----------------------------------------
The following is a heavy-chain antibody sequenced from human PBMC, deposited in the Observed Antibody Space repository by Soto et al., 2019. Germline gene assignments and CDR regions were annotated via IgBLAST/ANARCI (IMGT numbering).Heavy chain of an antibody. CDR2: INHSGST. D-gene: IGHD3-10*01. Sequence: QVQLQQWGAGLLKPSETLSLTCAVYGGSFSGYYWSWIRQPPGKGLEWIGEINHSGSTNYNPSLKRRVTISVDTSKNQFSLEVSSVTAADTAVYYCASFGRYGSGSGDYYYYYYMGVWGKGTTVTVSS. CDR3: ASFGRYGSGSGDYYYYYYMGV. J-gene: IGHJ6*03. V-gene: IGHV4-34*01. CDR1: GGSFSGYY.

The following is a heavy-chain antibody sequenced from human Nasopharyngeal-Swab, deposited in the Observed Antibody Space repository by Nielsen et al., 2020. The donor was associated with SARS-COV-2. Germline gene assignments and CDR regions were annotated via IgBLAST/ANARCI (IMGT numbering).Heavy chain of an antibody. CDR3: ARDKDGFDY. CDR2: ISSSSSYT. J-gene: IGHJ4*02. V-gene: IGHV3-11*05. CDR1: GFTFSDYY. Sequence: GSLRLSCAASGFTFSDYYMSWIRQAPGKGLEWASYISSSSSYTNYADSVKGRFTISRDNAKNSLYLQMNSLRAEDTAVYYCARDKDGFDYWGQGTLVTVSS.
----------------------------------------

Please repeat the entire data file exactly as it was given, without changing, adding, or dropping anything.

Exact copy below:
The following is a heavy-chain antibody sequenced from human PBMC, deposited in the Observed Antibody Space repository by Soto et al., 2019. Germline gene assignments and CDR regions were annotated via IgBLAST/ANARCI (IMGT numbering).Heavy chain of an antibody. CDR2: INHSGST. D-gene: IGHD3-10*01. Sequence: QVQLQQWGAGLLKPSETLSLTCAVYGGSFSGYYWSWIRQPPGKGLEWIGEINHSGSTNYNPSLKRRVTISVDTSKNQFSLEVSSVTAADTAVYYCASFGRYGSGSGDYYYYYYMGVWGKGTTVTVSS. CDR3: ASFGRYGSGSGDYYYYYYMGV. J-gene: IGHJ6*03. V-gene: IGHV4-34*01. CDR1: GGSFSGYY.

The following is a heavy-chain antibody sequenced from human Nasopharyngeal-Swab, deposited in the Observed Antibody Space repository by Nielsen et al., 2020. The donor was associated with SARS-COV-2. Germline gene assignments and CDR regions were annotated via IgBLAST/ANARCI (IMGT numbering).Heavy chain of an antibody. CDR3: ARDKDGFDY. CDR2: ISSSSSYT. J-gene: IGHJ4*02. V-gene: IGHV3-11*05. CDR1: GFTFSDYY. Sequence: GSLRLSCAASGFTFSDYYMSWIRQAPGKGLEWASYISSSSSYTNYADSVKGRFTISRDNAKNSLYLQMNSLRAEDTAVYYCARDKDGFDYWGQGTLVTVSS.